Kahn, Steven Emanuel
Functional and morphological changes of the beta cell
General Research Subject: Type 2 Diabetes
Focus: Integrated Physiology\Insulin Secretion and Islet Hormones, Islet Biology\Apoptosis, Transplantation
Type of Grant: Mentor Based Postdoctoral Fellowship
Project Start Date: July 1, 2011
Project End Date: June 30, 2015
Steven Kahn has a long-standing record of successfully training young scientists in diabetes research. His laboratory performs both clinical and basic research designed to gain a better understanding of the role of the beta cell in the development of type 2 diabetes.
The ongoing clinical studies aim to determine, in individuals at increased risk of developing type 2 diabetes, the ability of the beta cell to respond to changes in the demand for insulin release. This will increase our knowledge of why the beta cell is not able to adequately release insulin under a number of circumstances, resulting ultimately in the development of diabetes. The fellow will have the opportunity to learn a number of sophisticated approaches for measuring beta-cell function.
The basic research being undertaken by the group is related to the protein (amyloid) deposits occurring in the islet in patients with type 2 diabetes. The formation of these deposits is toxic, resulting in the death of beta cells and thus a reduced capacity to release insulin. The fellow will be able to participate in studies that address the mechanisms by which these deposits cause cell death and means by which these deposits may be prevented. In doing so, s/he will perform a variety of whole animal and cell-based studies using transgenic mice, islet transplants and cultured islets.
The fellow will participate in a variety of conferences within the University of Washington system, interact with local and visiting faculty, and use resources of major institutional diabetes-related programs.
Mentor: Kahn, Steven, MB, ChB Postdoctoral Fellow: Samarasekera, Tanya Suwanthie
What area of diabetes research does your project cover? What role will this particular project play in preventing, treating and/or curing diabetes?
Our research involves both clinical and basic science and is focused primarily on the islet beta cell and its role in the development of the hyperglycemia observed in type 2 diabetes.
For the clinical work we are performing work on individuals at increased risk of developing diabetes to determine how their beta cells adapt to increased secretory demand from increased glucose and insulin resistance and whether improving their beta cell function can improve other metabolic abnormalities these individuals have as part of their high risk state.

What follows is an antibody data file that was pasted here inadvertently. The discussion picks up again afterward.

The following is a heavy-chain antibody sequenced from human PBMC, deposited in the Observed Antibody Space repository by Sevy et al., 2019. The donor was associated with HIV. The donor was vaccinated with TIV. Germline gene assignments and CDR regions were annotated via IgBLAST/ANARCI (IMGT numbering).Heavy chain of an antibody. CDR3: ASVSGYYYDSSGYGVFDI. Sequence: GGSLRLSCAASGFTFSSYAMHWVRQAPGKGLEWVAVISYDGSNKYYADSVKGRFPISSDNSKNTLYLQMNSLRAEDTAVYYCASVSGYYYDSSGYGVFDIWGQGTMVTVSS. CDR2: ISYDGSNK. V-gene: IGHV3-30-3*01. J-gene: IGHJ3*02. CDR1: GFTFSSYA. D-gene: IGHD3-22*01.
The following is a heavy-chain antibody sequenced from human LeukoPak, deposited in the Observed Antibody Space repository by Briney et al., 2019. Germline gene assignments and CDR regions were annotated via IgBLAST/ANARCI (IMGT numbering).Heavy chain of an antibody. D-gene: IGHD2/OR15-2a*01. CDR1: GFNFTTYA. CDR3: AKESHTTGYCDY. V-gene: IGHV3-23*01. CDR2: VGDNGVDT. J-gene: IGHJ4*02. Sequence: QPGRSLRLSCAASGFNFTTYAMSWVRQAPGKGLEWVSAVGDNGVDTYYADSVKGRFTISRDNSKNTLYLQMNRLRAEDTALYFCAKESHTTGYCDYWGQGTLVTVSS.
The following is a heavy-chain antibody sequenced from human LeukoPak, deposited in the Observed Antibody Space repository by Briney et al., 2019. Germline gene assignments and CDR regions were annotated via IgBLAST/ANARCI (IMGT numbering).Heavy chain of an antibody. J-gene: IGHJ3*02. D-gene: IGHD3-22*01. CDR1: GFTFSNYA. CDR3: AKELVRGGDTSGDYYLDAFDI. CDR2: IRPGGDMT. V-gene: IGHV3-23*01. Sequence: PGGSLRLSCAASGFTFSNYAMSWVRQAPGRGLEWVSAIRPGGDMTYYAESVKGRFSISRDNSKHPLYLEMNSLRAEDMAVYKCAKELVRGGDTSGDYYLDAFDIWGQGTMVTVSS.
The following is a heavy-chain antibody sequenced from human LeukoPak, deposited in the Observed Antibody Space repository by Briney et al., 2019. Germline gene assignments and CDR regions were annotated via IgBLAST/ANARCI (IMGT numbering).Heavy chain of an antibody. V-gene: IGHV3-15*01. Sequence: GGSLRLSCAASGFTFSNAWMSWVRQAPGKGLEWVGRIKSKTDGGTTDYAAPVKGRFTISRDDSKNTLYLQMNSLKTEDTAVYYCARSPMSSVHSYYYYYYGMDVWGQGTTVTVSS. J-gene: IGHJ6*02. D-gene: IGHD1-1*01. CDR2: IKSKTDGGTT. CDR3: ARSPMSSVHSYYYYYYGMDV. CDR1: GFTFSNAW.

For the basic studies, we will use both in vivo and in vitro models to explore the mechanisms by which amyloid (protein) deposits in the islet induce cellular stress and inflammation and thereby produce cell damage. The goal is to develop means to prevent amyloid deposition and thus prevent cell death.
Why is it important for you, personally, to become involved in diabetes research?
Our studies will lead to a better understanding of the fundamental defects in the beta cell that lead to progressive deterioration in its function and the loss of insulin secretion. With this knowledge we hope to be able to develop approaches to slow or prevent the loss of insulin secretion and thus the development or progression of type 2 diabetes.
What role will this award play in your research efforts?
I have always enjoyed research and have had a long-standing interest in diabetes since I was a medical student. This mentor award is a very special award as it allows me to train young talented scientists for a future in diabetes research. Successfully doing so is very important for the future of scientific investigation and to improving our approaches to treat and ultimately prevent diabetes. Finally, successfully training the next generation of scientists provides personal satisfaction to me.
In what direction do you see the future of diabetes research going?
While a cure is of course the major objective, with our current state of knowledge I feel this a few more years off. In the meanwhile, we need to focus on a better understanding of the disease process and develop new and novel approaches to therapy.
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